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A Possible Early Start for the 2018 Atlantic Hurricane Season


May 15, 2018

Originally posted: May 15, 2018

Weather patterns are always changing, we will continue to monitor these storms using TropicsWatch  and update this post with new information.

The 2018 Atlantic Hurricane Season doesn’t officially begin until June 1st, but with two tropical systems currently being considered in the Gulf of Mexico, we must remember that the first of June is only a day on the calendar, not a waving green flag at the start of a race. Though not overly common, storms can form before June.

Tropical storms commonly form over warm ocean waters in a nurturing environment that allows thunderstorms to grow and persist. From June through November, the Earth’s position causes plentiful sunshine and warm temperatures on the Atlantic Ocean, creating perfect conditions for the Atlantic Hurricane Season.

A History of Early Storms

As is evident with the two storms forming this week, tropical storm formation doesn’t strictly adhere to the calendar. The earliest tropical storm on record is an unnamed storm that formed on January 3, 1938 southwest of the Azores. Since record keeping began in 1851, 68 storms have formed prior to June 1 – about one early-season storm every two or three years. More recently, eight tropical storms have formed before the official start of hurricane season since 2003 – one named Hurricane Alex that formed on January 12, 2016 near the Bahamas, two in April and five in May.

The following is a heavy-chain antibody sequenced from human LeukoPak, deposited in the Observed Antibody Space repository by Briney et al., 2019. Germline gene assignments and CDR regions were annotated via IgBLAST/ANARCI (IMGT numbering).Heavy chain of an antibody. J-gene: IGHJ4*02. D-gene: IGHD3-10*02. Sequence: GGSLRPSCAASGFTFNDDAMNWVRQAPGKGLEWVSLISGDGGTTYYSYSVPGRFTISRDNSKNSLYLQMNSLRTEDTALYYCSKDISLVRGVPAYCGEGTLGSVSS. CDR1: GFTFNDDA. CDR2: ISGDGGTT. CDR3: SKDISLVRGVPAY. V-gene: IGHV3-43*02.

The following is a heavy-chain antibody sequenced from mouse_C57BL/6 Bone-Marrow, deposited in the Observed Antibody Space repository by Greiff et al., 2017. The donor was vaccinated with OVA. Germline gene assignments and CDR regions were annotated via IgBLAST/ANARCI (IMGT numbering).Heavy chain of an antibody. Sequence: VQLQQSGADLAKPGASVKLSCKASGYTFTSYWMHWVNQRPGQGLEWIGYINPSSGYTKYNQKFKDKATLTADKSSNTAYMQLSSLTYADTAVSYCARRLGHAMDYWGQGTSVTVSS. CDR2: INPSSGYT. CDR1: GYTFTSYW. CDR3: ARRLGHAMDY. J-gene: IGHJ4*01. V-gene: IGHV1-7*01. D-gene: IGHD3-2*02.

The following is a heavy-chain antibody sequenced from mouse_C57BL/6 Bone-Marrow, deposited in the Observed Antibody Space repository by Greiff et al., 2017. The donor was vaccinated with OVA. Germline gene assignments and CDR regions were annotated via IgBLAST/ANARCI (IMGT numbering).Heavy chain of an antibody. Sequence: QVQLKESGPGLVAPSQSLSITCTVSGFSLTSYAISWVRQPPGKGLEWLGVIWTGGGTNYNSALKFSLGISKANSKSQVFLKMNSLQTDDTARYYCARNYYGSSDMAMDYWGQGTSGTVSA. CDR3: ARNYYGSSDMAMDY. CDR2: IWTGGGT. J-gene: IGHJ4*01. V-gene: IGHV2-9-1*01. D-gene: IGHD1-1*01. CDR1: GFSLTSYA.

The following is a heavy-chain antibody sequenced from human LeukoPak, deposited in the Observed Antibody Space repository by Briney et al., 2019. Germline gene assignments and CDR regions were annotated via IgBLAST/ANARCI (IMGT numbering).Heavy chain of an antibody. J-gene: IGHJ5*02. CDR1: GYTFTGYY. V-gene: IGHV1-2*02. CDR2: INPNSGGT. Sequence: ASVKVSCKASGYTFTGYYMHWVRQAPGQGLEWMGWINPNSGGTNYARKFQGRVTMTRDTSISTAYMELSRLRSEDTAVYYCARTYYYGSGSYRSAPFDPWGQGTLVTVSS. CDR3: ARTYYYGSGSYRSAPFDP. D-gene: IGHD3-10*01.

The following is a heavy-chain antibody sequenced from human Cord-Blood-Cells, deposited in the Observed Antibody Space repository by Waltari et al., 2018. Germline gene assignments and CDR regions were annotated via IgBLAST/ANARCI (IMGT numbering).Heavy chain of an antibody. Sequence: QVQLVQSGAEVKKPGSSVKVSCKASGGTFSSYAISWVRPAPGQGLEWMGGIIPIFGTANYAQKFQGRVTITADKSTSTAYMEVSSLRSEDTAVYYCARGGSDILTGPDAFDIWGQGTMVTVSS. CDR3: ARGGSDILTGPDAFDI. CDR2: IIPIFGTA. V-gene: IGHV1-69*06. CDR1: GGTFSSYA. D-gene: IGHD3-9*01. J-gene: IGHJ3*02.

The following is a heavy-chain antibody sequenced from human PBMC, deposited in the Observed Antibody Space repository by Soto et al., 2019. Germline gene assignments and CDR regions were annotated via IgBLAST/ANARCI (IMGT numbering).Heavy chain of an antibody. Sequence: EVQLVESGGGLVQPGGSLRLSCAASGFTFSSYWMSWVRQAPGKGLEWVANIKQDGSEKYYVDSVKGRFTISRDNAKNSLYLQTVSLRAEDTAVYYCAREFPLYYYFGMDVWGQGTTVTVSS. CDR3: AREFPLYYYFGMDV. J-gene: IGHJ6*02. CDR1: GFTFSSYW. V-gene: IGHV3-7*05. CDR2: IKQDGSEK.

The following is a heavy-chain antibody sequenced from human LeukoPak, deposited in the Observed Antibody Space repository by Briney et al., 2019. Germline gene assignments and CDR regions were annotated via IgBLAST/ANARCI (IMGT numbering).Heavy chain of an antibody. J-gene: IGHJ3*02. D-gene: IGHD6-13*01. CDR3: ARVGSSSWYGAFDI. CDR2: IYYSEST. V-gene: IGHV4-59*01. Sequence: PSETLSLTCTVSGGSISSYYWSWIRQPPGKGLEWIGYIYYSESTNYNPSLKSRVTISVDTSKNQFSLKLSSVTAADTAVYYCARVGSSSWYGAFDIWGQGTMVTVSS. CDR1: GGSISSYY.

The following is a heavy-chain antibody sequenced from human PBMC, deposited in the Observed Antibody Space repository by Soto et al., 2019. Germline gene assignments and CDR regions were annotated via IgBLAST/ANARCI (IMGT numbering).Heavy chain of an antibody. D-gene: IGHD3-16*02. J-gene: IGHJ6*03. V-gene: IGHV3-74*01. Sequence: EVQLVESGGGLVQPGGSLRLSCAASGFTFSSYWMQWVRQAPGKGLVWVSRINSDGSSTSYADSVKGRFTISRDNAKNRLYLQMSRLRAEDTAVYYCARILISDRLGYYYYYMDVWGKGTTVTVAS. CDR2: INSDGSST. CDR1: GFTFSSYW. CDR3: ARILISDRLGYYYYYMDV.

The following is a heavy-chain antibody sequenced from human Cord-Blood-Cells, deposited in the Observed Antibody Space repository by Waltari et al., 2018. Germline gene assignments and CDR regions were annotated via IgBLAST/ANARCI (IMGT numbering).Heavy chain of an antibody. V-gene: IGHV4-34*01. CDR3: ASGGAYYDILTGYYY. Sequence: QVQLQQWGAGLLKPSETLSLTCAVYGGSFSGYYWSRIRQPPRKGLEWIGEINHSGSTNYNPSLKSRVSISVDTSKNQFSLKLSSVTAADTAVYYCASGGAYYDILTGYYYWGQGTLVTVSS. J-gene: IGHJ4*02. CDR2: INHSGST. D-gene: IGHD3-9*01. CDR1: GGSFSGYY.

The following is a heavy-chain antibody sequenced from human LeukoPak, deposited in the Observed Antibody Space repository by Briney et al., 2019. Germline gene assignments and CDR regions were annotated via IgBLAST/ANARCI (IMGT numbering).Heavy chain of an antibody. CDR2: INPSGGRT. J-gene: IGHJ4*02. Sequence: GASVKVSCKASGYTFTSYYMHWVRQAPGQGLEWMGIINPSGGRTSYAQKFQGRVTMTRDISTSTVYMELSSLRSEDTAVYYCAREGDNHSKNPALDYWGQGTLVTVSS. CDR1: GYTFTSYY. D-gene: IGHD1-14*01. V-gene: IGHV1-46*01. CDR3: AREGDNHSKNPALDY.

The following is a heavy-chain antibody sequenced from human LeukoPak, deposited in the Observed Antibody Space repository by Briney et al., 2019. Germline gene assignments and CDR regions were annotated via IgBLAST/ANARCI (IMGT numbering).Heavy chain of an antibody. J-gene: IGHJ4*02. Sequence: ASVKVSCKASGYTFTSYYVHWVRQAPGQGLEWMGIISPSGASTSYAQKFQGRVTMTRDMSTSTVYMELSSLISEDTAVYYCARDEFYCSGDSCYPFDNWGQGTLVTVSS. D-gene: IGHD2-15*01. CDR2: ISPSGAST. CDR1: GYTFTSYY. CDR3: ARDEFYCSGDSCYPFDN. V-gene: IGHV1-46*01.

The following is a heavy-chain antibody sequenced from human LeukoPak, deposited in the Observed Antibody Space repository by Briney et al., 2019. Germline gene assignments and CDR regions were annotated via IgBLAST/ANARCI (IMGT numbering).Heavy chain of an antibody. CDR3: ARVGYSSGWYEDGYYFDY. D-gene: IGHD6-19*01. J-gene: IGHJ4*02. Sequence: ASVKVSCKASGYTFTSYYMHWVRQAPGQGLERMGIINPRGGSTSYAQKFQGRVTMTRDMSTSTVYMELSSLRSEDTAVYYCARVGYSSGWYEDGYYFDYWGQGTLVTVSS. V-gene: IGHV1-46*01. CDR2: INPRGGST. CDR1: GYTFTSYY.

Current Storms in the Gulf

In the Gulf of Mexico, the larger system being watched has a 40% chance of continued development. Using TropicsWatch, our StormGeo team of meteorologists are monitoring the storms, and say that storm formation seems unlikely, as the area is experiencing dry air entrainment, waters that are a bit too cool and upper-level features that will impede development. Regardless of tropical cyclone formation, according to the National Hurricane Center (NHC), the system will produce heavy rainfall and possible flash flooding across portions of Florida and the southeastern United States during the next few days.  

Hurricane Irma Sept 10 1100 AST tropicswatch

StormGeo's TropicsWatch helps to visualize and understand the overall risk from a hurricane or tropical storm at any operating location. Shown here is 2017's Hurricane Irma.

The second storm isn’t quite as far in development, containing not even a swirl of clouds at this time. However, computer models are sensing a favorable development scenario in the western Caribbean during the last week of May. Global teleconnections like the Madden Julian Oscillation (MJO) agree with this development possibility. It should be noted that computer models delay the development of what they’re sensing, so whether or not this storm becomes a storm prior to the 2018 Hurricane Season (or even a storm at all), this area will remain one to closely watch over the next several weeks.

The chance for early-season storms should remind coastal residents or businesses to always be prepared. Pre-season forecasts can give no indication of how impactful a season may be, so no matter the forecast and no matter the month indicated by the calendar, being prepared at all times is your best bet. It only takes one storm, early-season or right on time, to change everything.

Update, May 21: Chances of development remain low but all eyes are watching the western Caribbean for signs of strengthening of unorganized Tropical Disturbance 3. Mostly likely movement will be NE toward central Florida, but a more NNW track is also possible. Heavy rainfall expected later this week/weekend for Southeastern USA.